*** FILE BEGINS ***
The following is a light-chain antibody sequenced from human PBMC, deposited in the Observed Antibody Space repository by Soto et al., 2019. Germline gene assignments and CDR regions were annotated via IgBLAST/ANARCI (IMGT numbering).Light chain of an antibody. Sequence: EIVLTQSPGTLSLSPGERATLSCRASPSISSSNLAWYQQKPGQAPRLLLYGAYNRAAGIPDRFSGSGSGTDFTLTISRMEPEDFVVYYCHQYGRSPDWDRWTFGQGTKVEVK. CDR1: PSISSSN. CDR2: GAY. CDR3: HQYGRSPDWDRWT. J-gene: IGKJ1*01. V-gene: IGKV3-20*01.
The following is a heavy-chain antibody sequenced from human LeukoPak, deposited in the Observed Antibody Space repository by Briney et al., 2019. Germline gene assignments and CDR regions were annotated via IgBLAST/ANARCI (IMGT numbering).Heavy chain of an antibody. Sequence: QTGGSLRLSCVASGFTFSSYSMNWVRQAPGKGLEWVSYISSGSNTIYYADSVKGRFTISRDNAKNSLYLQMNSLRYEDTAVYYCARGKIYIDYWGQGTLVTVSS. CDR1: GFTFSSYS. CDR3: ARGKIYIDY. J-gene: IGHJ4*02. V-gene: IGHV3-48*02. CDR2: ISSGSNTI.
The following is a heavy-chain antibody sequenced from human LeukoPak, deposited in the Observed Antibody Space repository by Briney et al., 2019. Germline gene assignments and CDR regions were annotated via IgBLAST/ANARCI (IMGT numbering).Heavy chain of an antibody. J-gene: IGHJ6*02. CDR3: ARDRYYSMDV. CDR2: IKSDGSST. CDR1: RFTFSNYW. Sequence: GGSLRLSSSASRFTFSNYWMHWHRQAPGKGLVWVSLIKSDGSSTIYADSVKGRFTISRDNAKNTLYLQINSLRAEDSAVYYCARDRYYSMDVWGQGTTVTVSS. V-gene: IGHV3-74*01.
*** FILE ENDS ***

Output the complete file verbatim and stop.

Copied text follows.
The following is a light-chain antibody sequenced from human PBMC, deposited in the Observed Antibody Space repository by Soto et al., 2019. Germline gene assignments and CDR regions were annotated via IgBLAST/ANARCI (IMGT numbering).Light chain of an antibody. Sequence: EIVLTQSPGTLSLSPGERATLSCRASPSISSSNLAWYQQKPGQAPRLLLYGAYNRAAGIPDRFSGSGSGTDFTLTISRMEPEDFVVYYCHQYGRSPDWDRWTFGQGTKVEVK. CDR1: PSISSSN. CDR2: GAY. CDR3: HQYGRSPDWDRWT. J-gene: IGKJ1*01. V-gene: IGKV3-20*01.
The following is a heavy-chain antibody sequenced from human LeukoPak, deposited in the Observed Antibody Space repository by Briney et al., 2019. Germline gene assignments and CDR regions were annotated via IgBLAST/ANARCI (IMGT numbering).Heavy chain of an antibody. Sequence: QTGGSLRLSCVASGFTFSSYSMNWVRQAPGKGLEWVSYISSGSNTIYYADSVKGRFTISRDNAKNSLYLQMNSLRYEDTAVYYCARGKIYIDYWGQGTLVTVSS. CDR1: GFTFSSYS. CDR3: ARGKIYIDY. J-gene: IGHJ4*02. V-gene: IGHV3-48*02. CDR2: ISSGSNTI.
The following is a heavy-chain antibody sequenced from human LeukoPak, deposited in the Observed Antibody Space repository by Briney et al., 2019. Germline gene assignments and CDR regions were annotated via IgBLAST/ANARCI (IMGT numbering).Heavy chain of an antibody. J-gene: IGHJ6*02. CDR3: ARDRYYSMDV. CDR2: IKSDGSST. CDR1: RFTFSNYW. Sequence: GGSLRLSSSASRFTFSNYWMHWHRQAPGKGLVWVSLIKSDGSSTIYADSVKGRFTISRDNAKNTLYLQINSLRAEDSAVYYCARDRYYSMDVWGQGTTVTVSS. V-gene: IGHV3-74*01.